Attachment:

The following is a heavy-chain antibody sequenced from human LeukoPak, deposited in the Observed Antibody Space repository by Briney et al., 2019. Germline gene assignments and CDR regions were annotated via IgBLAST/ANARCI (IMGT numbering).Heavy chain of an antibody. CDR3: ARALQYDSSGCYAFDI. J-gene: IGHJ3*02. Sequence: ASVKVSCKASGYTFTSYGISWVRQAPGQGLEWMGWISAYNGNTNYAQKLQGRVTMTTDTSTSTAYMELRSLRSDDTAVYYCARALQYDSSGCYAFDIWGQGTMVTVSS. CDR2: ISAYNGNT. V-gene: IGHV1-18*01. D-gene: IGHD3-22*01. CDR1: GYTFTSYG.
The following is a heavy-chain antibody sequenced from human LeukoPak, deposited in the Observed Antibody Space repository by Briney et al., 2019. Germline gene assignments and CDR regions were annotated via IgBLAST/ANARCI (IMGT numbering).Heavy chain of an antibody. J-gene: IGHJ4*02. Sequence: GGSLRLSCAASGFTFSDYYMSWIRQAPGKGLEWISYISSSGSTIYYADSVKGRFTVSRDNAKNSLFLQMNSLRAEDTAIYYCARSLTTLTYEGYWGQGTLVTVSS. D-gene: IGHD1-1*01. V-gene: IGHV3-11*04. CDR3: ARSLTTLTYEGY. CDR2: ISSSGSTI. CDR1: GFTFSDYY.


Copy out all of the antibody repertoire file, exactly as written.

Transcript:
The following is a heavy-chain antibody sequenced from human LeukoPak, deposited in the Observed Antibody Space repository by Briney et al., 2019. Germline gene assignments and CDR regions were annotated via IgBLAST/ANARCI (IMGT numbering).Heavy chain of an antibody. CDR3: ARALQYDSSGCYAFDI. J-gene: IGHJ3*02. Sequence: ASVKVSCKASGYTFTSYGISWVRQAPGQGLEWMGWISAYNGNTNYAQKLQGRVTMTTDTSTSTAYMELRSLRSDDTAVYYCARALQYDSSGCYAFDIWGQGTMVTVSS. CDR2: ISAYNGNT. V-gene: IGHV1-18*01. D-gene: IGHD3-22*01. CDR1: GYTFTSYG.
The following is a heavy-chain antibody sequenced from human LeukoPak, deposited in the Observed Antibody Space repository by Briney et al., 2019. Germline gene assignments and CDR regions were annotated via IgBLAST/ANARCI (IMGT numbering).Heavy chain of an antibody. J-gene: IGHJ4*02. Sequence: GGSLRLSCAASGFTFSDYYMSWIRQAPGKGLEWISYISSSGSTIYYADSVKGRFTVSRDNAKNSLFLQMNSLRAEDTAIYYCARSLTTLTYEGYWGQGTLVTVSS. D-gene: IGHD1-1*01. V-gene: IGHV3-11*04. CDR3: ARSLTTLTYEGY. CDR2: ISSSGSTI. CDR1: GFTFSDYY.